Divorce is so complicated that the decisions regarding college planning are often left unaddressed causing disagreements when they do have to be made. Most divorce agreements have a plan as to how to divide other assets that have been accumulated during the marriage, the family home, cars, collectibles, joint bank accounts, retirement and brokerage accounts but when it comes to other savings, such as college savings or 529 plans, often the agreements are too vague. Couples operate from assumptions, such as the parent who established the account controls it, and absent any other agreement that will be true. But we all have suffered the consequences of operating under the wrong assumptions, and for divorcing families, when they make assumptions, the mistakes they make often mean they pay more for college education than is necessary.
For example, during divorce most accounts are divided but that does not have to be the case for college savings or 529 plans. In fact the division of these accounts may either overcomplicate things or serve failing purposes. There is much more to consider in dealing with educational funding accounts than a simple division of assets.
First, it is generally assumed that 529 plan funds continue to benefit their children and that these funds will pay for a college education. Most agreements that address these accounts allow each parent to continue to contribute to them and by agreement how the funds can be used. Under the new tax legislation, however, funds can be used beyond college costs, such as for private high schools, and agreements should probably address these new possibilities and the process of agreement upon expenditures. What if a child chooses not to attend college but another form of advanced education, revisiting this agreement in this instance should be addressed. If there are insufficient college savings but there are other savings that could be used for college, agreements should address which savings should be allocated first. If agreements require ongoing contributions to 529 plans they should spell out when they terminate and may even stipulate the maximum age at which the children can use the money in the account for educational purposes. Agreements should also clearly state how assets remaining in the account after that date are to be distributed, if they have not been used for college and who should pay the tax penalty. This obviously requires that each party be able to see the statements, so agreements should address how and how often. A simple solution is to name the parent not managing the account as an interested party with the custodian.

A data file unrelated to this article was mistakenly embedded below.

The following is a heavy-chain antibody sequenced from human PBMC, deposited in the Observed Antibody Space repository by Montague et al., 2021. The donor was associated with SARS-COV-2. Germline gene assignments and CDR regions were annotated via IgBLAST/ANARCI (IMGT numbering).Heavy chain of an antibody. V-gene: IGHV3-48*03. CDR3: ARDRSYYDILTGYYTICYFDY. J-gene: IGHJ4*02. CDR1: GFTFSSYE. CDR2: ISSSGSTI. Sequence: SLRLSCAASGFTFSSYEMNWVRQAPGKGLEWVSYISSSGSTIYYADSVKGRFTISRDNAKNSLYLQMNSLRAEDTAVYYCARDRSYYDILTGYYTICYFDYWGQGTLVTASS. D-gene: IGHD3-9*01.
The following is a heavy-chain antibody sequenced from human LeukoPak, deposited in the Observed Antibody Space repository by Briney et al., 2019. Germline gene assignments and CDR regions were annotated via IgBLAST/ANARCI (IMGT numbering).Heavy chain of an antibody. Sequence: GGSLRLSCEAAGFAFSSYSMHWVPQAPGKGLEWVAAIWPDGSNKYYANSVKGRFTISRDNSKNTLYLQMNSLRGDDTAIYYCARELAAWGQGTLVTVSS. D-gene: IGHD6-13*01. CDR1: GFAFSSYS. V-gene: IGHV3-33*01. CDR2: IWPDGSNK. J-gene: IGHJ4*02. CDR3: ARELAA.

For some families who struggle in their ongoing relationship it may be clear these accounts should divided and they generally can be without penalty. An obvious situation is where parents do not have good working relationships. Separating accounts serve to avoid ongoing conflicts and each parent can then decide their own deposits to be made to the account and how their funds might be used.
Divorce Decisions Affect College Aid Eligibility
In addition decisions regarding 529 plans can have a great impact on eligibility for financial aid mostly by which parent owns the 529 plan and who and when they take the distributions.
When parents are divorced, completing the Free Application for Federal Student Aid (FAFSA) is the responsibility of the custodial parent (the parent with whom the dependent student lived the most during the 12 months ending on the FAFSA filing date). If the student lived equally with both parents, which can happen in a recent divorce, the custodial parent is the parent who provided more support. If the custodial parent owns a 529 account, it’s reported as an asset on the FAFSA but distributions are ignored. Need-based financial aid eligibility is reduced by a maximum 5.64 percent of the asset value. If the non-custodial parent owns a 529 account, it isn’t reported as an asset on the FAFSA but distributions count as untaxed income to the student. This reduces need-based aid eligibility by as much as half of the distribution amount. Thus the timing of the distributions is critical and possibly should be left to the final few years when the FASFA look back would have less of an impact
Assume the 529 account has a $25,000 balance and it’s spent to zero during freshman year. If the custodial parent owns the account, the worst-case scenario is it reduces aid eligibility by $1,410 (5.64 percent of $25,000). If the non-custodial parent owns the account, the worst case is it reduces aid eligibility by $12,500 (half of $25,000).
These considerations may also give guidance as to annual custodial arrangements, division of 529 plans and whether and how they should occur as well as distributions and their timing
Stepparents are also a consideration. Stepparent’s income and assets are also considered in FASFA forms and impact financial aid eligibility. Their own children can also have an impact especially when their kids are enrolled at least halftime in college, it can reduce the expected family contribution (EFC). Going from one child in college to two is like dividing the parent income in half.
Today college costs greatly affect family finances both in traditional and divorced families. They deserve great consideration in both circumstances, with divorced families needing to give a little more!